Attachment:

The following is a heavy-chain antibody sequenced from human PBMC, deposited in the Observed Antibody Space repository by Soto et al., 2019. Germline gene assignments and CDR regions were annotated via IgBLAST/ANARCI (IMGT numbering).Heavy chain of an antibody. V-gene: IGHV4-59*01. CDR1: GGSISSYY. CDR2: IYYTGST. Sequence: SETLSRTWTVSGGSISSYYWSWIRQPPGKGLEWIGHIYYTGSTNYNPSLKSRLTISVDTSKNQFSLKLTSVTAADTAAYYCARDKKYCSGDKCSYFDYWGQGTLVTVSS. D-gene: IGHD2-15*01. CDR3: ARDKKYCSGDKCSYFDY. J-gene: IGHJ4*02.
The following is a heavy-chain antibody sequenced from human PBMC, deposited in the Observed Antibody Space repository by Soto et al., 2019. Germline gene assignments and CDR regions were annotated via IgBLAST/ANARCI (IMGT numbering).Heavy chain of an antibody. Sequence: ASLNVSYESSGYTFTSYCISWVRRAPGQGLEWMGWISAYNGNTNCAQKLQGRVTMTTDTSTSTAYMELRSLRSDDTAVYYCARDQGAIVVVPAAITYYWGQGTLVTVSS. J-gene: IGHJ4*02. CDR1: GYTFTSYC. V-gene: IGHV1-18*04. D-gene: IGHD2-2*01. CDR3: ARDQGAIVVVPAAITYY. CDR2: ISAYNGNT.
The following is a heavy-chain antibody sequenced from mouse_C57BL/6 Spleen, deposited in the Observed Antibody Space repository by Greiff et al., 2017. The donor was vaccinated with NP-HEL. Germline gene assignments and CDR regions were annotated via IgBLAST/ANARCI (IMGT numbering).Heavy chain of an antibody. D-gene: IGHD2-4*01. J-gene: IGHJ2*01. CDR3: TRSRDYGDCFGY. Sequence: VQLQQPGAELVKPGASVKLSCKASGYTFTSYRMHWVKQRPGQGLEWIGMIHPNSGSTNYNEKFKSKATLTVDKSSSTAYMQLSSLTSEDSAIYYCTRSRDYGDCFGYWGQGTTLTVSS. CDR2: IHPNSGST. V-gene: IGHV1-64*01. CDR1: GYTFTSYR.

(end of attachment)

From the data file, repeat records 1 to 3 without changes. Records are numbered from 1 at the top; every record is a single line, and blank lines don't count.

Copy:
The following is a heavy-chain antibody sequenced from human PBMC, deposited in the Observed Antibody Space repository by Soto et al., 2019. Germline gene assignments and CDR regions were annotated via IgBLAST/ANARCI (IMGT numbering).Heavy chain of an antibody. V-gene: IGHV4-59*01. CDR1: GGSISSYY. CDR2: IYYTGST. Sequence: SETLSRTWTVSGGSISSYYWSWIRQPPGKGLEWIGHIYYTGSTNYNPSLKSRLTISVDTSKNQFSLKLTSVTAADTAAYYCARDKKYCSGDKCSYFDYWGQGTLVTVSS. D-gene: IGHD2-15*01. CDR3: ARDKKYCSGDKCSYFDY. J-gene: IGHJ4*02.
The following is a heavy-chain antibody sequenced from human PBMC, deposited in the Observed Antibody Space repository by Soto et al., 2019. Germline gene assignments and CDR regions were annotated via IgBLAST/ANARCI (IMGT numbering).Heavy chain of an antibody. Sequence: ASLNVSYESSGYTFTSYCISWVRRAPGQGLEWMGWISAYNGNTNCAQKLQGRVTMTTDTSTSTAYMELRSLRSDDTAVYYCARDQGAIVVVPAAITYYWGQGTLVTVSS. J-gene: IGHJ4*02. CDR1: GYTFTSYC. V-gene: IGHV1-18*04. D-gene: IGHD2-2*01. CDR3: ARDQGAIVVVPAAITYY. CDR2: ISAYNGNT.
The following is a heavy-chain antibody sequenced from mouse_C57BL/6 Spleen, deposited in the Observed Antibody Space repository by Greiff et al., 2017. The donor was vaccinated with NP-HEL. Germline gene assignments and CDR regions were annotated via IgBLAST/ANARCI (IMGT numbering).Heavy chain of an antibody. D-gene: IGHD2-4*01. J-gene: IGHJ2*01. CDR3: TRSRDYGDCFGY. Sequence: VQLQQPGAELVKPGASVKLSCKASGYTFTSYRMHWVKQRPGQGLEWIGMIHPNSGSTNYNEKFKSKATLTVDKSSSTAYMQLSSLTSEDSAIYYCTRSRDYGDCFGYWGQGTTLTVSS. CDR2: IHPNSGST. V-gene: IGHV1-64*01. CDR1: GYTFTSYR.